Have you ever been hangry? How eating healthy snacks can help manage hunger.
It’s 11:45 a.m., you’re at work, your boss asks you for a favor and you feel incredibly annoyed. You wonder why you’ve been so irritable for the last 30 minutes. By one o’clock you feel relaxed and once again you have a smile on your face. What changed in such a short amount of time?
Well, you had lunch!
In recent years, a new phrase has been coined “HANGRY”. What does this mean? When hunger and anger collide and your inner monster comes to life. When you are “hangry”, you might experience feelings of irritability, impatience, anxiety, restlessness, difficulty concentrating and completing simple tasks, among others. You might also blow up at others for no good reason. The truth is that food plays an important role in our lives, not only to maintain our physical health, but also our MENTAL and EMOTIONAL health.
Thus, healthy eating habits must become a priority, as the aftermath of hunger can have an impact on your relationships, your work, and your overall well being. You also want to keep that inner monster tamed, especially if you are someone who already has a tendency to lose your temper without the assistance of hunger. Anger has a reputation of wreaking havoc in our lives when we have trouble managing and regulating it. Romantic relationships, friendships and careers have all been compromised due to anger being left untreated.
Anger is a normal, human emotion AND it is also an emotion that is often ill-managed. If we don’t make an effort to regulate this emotion, it can turn into AGGRESSION. Aggression is a behavior that can create chaos around us, hurting those we love and hurting ourselves. Examples are, raising your voice at others, cursing, throwing things, slamming doors, breaking objects or going as far as physically hurting someone else.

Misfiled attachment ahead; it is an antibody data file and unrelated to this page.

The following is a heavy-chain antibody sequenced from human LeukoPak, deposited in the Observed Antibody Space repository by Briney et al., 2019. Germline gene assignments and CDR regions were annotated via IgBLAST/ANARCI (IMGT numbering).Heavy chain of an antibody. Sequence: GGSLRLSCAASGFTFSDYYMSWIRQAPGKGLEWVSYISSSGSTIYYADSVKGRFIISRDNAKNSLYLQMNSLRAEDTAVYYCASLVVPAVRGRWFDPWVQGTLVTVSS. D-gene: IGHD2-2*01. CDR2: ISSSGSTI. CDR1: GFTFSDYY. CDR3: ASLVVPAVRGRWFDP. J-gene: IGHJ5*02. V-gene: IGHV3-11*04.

The physiological reason for the “HANGRY” phenomenon lies in a drop of blood sugar. Given that there is a scientific basis for why hungry people often exhibit signs of hostility, the answer to avoiding it appears simple: just eat.
There is some controversy surrounding snacking regularly, due to the high level of social pressure to maintain a trim physique. However, we must all strive to achieve mental and emotional balance as much as we value our physical well-being. Healthy snacks that are planned, in terms of nutrition, are a great method of avoiding the “HANGRY” feeling.
Here are few tips that will help you avoid hanger:
Eat a well-balanced breakfast
The first meal of the day should set you up to be in good spirits. Make sure that you eat a meal that is satisfying in terms of nutrition and taste. Eating a tasty first meal is bound to elevate anyone’s mood!
Take into consideration the tasks of the day. If you are anticipating a day filled with errand running, high energy activities, meetings, or only having brief intervals to eat, make sure that you carry snacks in caloric proportion to the demands of the day.
Carry snacks that are nutritious and tasty
Don’t wait until you are starving. If hunger begins to set in, you should eat. It is advisable not to eat just because there is something available (like those tasty donuts at the office…), as that promotes unhealthy eating habits. However, you should eat when you need to recharge.
Eat a well-balanced and healthy lunch
Make sure to take breaks when needed and try to have lunch away from your desk. Have a healthy and satisfying lunch that will give you the energy to get through your day.
Consult with a doctor
If you are not sure what snacks or meals are healthy for you or you have a medical condition, please contact your primary physician to consult and find out what meal plans are best for you.
Need help managing your anger?
If you struggle with anger, please contact (818) 990-0999 to find out about my anger management support groups. I strive to help you discover and apply new ways to manage your anger and aggression so you can lead a more peaceful life.
Anita Avedian, LMFT, CAMS-IV
Licensed Marriage and Family Therapist
Certified Anger Management Specialist IV
Director of Anger Management 818
Disclaimer: The recommendations given in this article are not a replacement for medical advice. Please consult with your medical provider if you have a medical condition. If you have a medical or psychological emergency, please call 911 or go to the nearest emergency room. Thank you.
Oxenham, Simon. (2017). Being ‘Hangry’ Exists: Why a Lack of Food Can Change Your Mood. New Scientist. Retrieved from www.newscientist.com/article/2119406-being-hangry-exists-why-a-lack-of-food-can-change-your-mood/.